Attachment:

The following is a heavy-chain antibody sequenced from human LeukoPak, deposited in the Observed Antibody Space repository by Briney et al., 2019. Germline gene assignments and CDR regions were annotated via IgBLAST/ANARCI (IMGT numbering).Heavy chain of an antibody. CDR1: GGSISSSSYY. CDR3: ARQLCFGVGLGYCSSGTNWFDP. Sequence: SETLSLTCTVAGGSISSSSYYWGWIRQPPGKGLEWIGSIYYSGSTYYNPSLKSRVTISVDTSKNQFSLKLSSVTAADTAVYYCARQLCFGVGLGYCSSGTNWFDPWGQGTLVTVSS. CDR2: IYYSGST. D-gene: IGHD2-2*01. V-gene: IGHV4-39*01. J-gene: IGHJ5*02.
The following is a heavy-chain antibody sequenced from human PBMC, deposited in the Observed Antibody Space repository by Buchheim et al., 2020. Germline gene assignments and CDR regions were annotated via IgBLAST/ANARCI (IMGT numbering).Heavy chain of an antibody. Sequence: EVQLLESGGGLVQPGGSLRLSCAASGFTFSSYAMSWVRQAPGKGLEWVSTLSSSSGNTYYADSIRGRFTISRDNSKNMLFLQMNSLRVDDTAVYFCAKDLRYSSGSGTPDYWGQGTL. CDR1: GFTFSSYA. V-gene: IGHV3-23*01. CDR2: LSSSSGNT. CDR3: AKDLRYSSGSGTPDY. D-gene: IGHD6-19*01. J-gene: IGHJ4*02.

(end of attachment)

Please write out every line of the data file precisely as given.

The following is a heavy-chain antibody sequenced from human LeukoPak, deposited in the Observed Antibody Space repository by Briney et al., 2019. Germline gene assignments and CDR regions were annotated via IgBLAST/ANARCI (IMGT numbering).Heavy chain of an antibody. CDR1: GGSISSSSYY. CDR3: ARQLCFGVGLGYCSSGTNWFDP. Sequence: SETLSLTCTVAGGSISSSSYYWGWIRQPPGKGLEWIGSIYYSGSTYYNPSLKSRVTISVDTSKNQFSLKLSSVTAADTAVYYCARQLCFGVGLGYCSSGTNWFDPWGQGTLVTVSS. CDR2: IYYSGST. D-gene: IGHD2-2*01. V-gene: IGHV4-39*01. J-gene: IGHJ5*02.
The following is a heavy-chain antibody sequenced from human PBMC, deposited in the Observed Antibody Space repository by Buchheim et al., 2020. Germline gene assignments and CDR regions were annotated via IgBLAST/ANARCI (IMGT numbering).Heavy chain of an antibody. Sequence: EVQLLESGGGLVQPGGSLRLSCAASGFTFSSYAMSWVRQAPGKGLEWVSTLSSSSGNTYYADSIRGRFTISRDNSKNMLFLQMNSLRVDDTAVYFCAKDLRYSSGSGTPDYWGQGTL. CDR1: GFTFSSYA. V-gene: IGHV3-23*01. CDR2: LSSSSGNT. CDR3: AKDLRYSSGSGTPDY. D-gene: IGHD6-19*01. J-gene: IGHJ4*02.